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|News Corp. Sets
Campaign Follows Criticism
Of MySpace Internet Site;
Spots Will Target Teens
By JULIA ANGWIN
April 10, 2006; Page B3
In response to criticism of its social-networking Web site MySpace.com -- which has been used by stalkers to contact teens -- News Corp. is launching a multimillion dollar public-service ad campaign across its many media properties, including MySpace.com, the Fox broadcast television channel and Fox-owned cable channels such as FX, National Geographic and Fuel TV.
Created by the nonprofit Ad Council, the print and television spots promote online safety in conjunction with the National Center for Missing and Exploited Children. The campaign promotes the children's center's cybertipline.com1, which offers online safety tips for children and teens and cautions teenage girls against men they meet online. Its tagline is "Don't believe the type."
The spots, originally launched in June 2005, represent the largest public-service campaign sponsored by a company that the children's center or News Corp. has ever run. "We have never had this kind of corporate commitment from a single player in this industry," said Ernie Allen, chief executive of the National Center for Missing and Exploited Children.
The ads don't mention News Corp. or MySpace but speak to a persistent problem on MySpace and other social-networking sites: Teenage girls as young as 14 post profiles of themselves on the site often using revealing photos and identifying details such as their school names or even their phone numbers. Stalkers have sometimes used those details to develop an online relationship and then find the girl offline.
"Quite frankly, some girls think it's OK to develop a relationship with older men online," says Peggy Conlon, president of the Ad Council. "These girls need to understand that they are being played."
The ad campaign is one of many steps News Corp. is taking to counteract the negative press about MySpace.com. In recent months, several reports have emerged of teen girls being sexually molested by predators who met them through MySpace. Parents and schools also have complained of the pornography and offensive content on some users' Web pages. In the wake of those reports, News Corp. vowed to stake out an industry-leading position in educating children, teens and parents about online safety.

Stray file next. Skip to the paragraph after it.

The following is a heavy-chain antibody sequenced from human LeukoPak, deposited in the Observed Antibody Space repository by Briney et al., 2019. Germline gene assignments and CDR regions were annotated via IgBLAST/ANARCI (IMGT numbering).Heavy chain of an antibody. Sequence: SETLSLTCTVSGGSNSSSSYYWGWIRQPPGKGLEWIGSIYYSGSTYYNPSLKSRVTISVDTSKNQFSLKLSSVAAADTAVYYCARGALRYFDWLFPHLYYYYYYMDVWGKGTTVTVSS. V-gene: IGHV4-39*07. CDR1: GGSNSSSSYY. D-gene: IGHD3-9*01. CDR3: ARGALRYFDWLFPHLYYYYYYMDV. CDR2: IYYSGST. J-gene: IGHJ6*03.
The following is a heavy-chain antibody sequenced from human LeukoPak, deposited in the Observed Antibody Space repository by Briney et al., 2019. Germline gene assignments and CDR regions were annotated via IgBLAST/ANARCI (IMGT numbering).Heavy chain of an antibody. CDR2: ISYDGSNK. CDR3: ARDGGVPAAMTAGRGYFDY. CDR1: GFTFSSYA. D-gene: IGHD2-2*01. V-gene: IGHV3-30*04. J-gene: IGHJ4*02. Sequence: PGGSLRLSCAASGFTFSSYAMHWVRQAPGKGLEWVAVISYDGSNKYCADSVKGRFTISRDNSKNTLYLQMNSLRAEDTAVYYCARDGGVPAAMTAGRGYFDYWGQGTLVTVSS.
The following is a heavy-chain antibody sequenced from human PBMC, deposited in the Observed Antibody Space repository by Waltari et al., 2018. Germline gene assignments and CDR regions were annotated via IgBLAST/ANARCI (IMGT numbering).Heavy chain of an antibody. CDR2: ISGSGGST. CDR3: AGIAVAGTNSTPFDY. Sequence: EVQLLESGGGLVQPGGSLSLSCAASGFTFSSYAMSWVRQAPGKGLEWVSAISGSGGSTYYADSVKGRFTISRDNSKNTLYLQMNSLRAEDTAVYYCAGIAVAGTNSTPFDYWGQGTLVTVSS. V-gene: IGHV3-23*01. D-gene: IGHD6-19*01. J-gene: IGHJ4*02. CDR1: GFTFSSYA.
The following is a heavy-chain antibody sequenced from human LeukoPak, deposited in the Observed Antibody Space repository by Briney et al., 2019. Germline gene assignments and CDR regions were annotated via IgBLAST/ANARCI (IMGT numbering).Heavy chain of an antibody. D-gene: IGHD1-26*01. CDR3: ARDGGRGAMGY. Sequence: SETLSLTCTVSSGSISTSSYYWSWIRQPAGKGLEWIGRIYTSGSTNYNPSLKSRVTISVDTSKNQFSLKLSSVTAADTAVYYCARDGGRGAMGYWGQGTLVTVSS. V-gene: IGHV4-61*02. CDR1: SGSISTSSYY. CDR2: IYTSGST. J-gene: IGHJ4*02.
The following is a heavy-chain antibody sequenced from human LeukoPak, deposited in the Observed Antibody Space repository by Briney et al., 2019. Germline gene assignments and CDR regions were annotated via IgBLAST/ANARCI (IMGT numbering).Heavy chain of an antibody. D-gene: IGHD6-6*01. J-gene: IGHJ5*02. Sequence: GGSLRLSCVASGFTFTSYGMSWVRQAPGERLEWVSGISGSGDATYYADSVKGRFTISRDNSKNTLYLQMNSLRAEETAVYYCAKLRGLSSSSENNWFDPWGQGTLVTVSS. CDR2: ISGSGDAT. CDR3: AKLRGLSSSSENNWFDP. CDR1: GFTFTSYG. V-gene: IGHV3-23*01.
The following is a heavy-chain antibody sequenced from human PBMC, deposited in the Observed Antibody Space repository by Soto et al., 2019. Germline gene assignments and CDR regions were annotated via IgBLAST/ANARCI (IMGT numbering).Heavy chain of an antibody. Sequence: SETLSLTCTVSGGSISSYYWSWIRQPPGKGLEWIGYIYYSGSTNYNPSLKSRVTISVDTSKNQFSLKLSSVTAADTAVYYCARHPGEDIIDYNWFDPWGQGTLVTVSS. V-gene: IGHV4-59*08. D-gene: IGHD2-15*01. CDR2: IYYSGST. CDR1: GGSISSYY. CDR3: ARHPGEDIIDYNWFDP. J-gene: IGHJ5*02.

News Corp. also is in the midst of negotiations with Connecticut Attorney General Richard Blumenthal, who has been publicly pushing MySpace to make its site safer for teens. Mr. Blumenthal has urged the company to institute a number of safety measures, including providing parents with free software letting them block access to MySpace from home computers, raising the minimum age for MySpace users to 16 from 14, preventing users under 18 from viewing adult material and banning users who repeatedly post porn and other explicit material.
"This site now exposes young people to a perilous cyber environment with people posting sexually explicit materials and looking for sexual relationships," Mr. Blumenthal wrote in a letter to MySpace last month. In an interview, Mr. Blumenthal said, "the ads seem to be a step in the right direction" but that he still was waiting for MySpace to formally respond to his letter.
MySpace already has taken some preliminary steps to make the site safer. The company is beefing up the technology it uses to scan photos and videos for nudity. It has removed more than 250,000 profiles posted by children under the age of 14. It also has removed a section of the site that lets users browse for swingers seeking casual sex.
The concerns about MySpace have caused some trepidation among the Web sites' advertisers. Recently, for instance, Verizon Communications Inc. and Starwood Hotels & Resorts Worldwide Inc. pulled their ads from the site after a reporter pointed out instances of their ads running near pictures of scantily clad women on pages created by MySpace users.
MySpace Chief Executive Chris DeWolfe said "advertisers are for the most part very happy with what we're doing."
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